Acupuncture for the common flu and cold? Yes, you heard right …
By Marieke A. Pieterman
Most people think acupuncture is only for pain, but it is for so much more – even the common cold and flu.
I recently came across this research study that looked at one acupuncture point to reduce fevers in people with the common cold, and I thought it’s worth sharing.
TWO TYPES OF COLDS
In Chinese medicine, as acupuncturists, we distinguish between two types of common cold, a wind-cold invasion or a wind-heat invasion in order to know how to treat the client. In a wind-cold invasion, this common cold will present with severe aversion to cold with mild fever, no sweating, coughing, headaches, dull-achy joint pain, nasal congestion with clear phlegm, and a particular type of pulse and coat on the tongue.
In a wind-heat invasion, this common cold will present with a mild aversion to cold with high fever, sweating, coughing, dry, sore and red throat, headaches, nasal congestion with yellow and turbid phlegm, and a particular type of pulse and coat on the tongue.
RESTORING BODY TEMPERATURE
In a clinical trial, researchers at Tianjin University of Traditional Chinese Medicine found that acupuncture reduced fevers, restoring the body to its normal temperature.
In this research study, 261 participants were randomly assigned to either the acupuncture group or the control group. They met both the Western medicine and the Chinese medicine diagnostic criteria for a common cold, had an axilla (armpit) temperature of 39°C or higher, and were aged between 15-65.
The group that would receive acupuncture for their fever had 52 wind-cold invasion type participants and 81 wind-heat invasion type participants. The acupuncture group received acupuncture and electro-stimulation (e-stim) on only one point, Dazhui GV-14, for 20 minutes. One electrode from the e-stim was placed on the handle of the acupuncture needle and the other electrode was held in the hand of the research participant.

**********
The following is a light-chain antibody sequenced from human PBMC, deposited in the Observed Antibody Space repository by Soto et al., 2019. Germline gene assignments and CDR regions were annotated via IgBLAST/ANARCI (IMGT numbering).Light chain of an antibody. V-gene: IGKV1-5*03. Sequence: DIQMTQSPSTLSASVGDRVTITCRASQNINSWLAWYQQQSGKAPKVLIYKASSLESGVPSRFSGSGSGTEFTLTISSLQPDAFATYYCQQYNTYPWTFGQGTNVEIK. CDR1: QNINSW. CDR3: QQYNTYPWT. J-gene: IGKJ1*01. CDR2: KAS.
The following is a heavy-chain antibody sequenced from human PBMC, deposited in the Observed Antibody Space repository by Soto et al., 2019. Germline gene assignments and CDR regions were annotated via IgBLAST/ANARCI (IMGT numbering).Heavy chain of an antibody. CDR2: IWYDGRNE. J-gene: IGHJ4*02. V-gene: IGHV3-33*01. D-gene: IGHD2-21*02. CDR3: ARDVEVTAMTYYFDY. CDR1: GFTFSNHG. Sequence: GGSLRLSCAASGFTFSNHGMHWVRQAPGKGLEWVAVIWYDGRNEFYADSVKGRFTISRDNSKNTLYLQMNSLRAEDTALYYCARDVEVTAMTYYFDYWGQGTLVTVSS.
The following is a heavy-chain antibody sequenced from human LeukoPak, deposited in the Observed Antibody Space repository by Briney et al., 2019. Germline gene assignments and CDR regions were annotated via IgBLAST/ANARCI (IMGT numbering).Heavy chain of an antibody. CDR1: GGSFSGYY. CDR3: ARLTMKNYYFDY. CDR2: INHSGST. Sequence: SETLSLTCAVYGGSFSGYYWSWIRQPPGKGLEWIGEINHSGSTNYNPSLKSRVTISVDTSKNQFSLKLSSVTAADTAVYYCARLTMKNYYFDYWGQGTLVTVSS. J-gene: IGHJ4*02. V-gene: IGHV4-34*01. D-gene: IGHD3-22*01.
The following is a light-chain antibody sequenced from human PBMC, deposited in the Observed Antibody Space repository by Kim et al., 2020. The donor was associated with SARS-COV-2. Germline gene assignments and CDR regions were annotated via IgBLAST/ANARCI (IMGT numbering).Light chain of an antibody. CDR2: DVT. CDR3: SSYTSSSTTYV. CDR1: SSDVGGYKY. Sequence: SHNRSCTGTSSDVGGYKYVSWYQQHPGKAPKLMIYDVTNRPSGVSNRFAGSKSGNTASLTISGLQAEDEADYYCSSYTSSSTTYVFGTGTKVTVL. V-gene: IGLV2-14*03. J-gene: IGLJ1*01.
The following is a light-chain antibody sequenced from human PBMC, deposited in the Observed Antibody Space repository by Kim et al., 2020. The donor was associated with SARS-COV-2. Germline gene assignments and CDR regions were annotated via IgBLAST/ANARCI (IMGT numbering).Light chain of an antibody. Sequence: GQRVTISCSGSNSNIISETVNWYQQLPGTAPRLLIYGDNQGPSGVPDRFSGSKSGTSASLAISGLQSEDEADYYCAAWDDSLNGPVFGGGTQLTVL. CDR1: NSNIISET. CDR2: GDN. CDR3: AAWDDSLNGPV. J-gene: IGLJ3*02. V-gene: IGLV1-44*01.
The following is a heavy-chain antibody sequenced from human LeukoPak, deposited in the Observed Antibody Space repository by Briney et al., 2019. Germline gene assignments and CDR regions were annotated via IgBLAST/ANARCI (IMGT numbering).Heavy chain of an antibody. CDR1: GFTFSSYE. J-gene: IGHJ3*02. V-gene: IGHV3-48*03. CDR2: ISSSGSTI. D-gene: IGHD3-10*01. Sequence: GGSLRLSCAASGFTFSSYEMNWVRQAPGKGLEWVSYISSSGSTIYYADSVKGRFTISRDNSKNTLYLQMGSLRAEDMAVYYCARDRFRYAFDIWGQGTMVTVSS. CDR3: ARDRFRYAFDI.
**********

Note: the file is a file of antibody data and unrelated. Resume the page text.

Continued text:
In the control group, there were 52 wind-cold invasion type participants and 76 wind-heat invasion type participants. The control group received a 2 ml injection of the antipyretic (anti-fever) medication, Antondine.
The researchers measured both the time it took for the initial reduction of fever by 0.5°C and the time that it took to restore the body back to normal body temperature. Body temperature was recorded before the electroacupuncture and the medication injection and then at 0.5 hour, 1 hour, 1.5 hours, 2 hours, 4 hours, 5 hours, 6 hours, 8 hours, 12 hours, 16 hours, and 24 hours after the treatment.
The results overall found that the acupuncture group significantly outperformed the control group in reducing fevers. After the treatment of either acupuncture or medication, the time was noted when the first drop of 0.5°C temperature was achieved.
The acupuncture group achieved this drop within 1.42 hours, while the control medication group achieved this in 3.44 hours. After the treatment of either acupuncture or medication, the body temperature at each of the 11 observation time points in the acupuncture group was lower than the respective medication control group. Acupuncture significantly reduced fevers and restored the body to a normal temperature of 37°C in 75.9 percent of the cases, significantly more effective than the control medication group.
Within the cold sub-groups, acupuncture and e-stim on GV-14 revealed an even greater therapeutic effect in participants with high fever in the wind-heat invasion group versus the participants with a mild fever in the wind-cold invasion group.
Cold and flu season is already upon us. Are you ready? Caught off guard and are already suffering from a cold or the flu? Then call Holistic Heart Acupuncture and schedule your appointment today for acupuncture and Chinese herbs. We want you to get better soon!
Acupuncture Point That Reduces Fevers Confirmed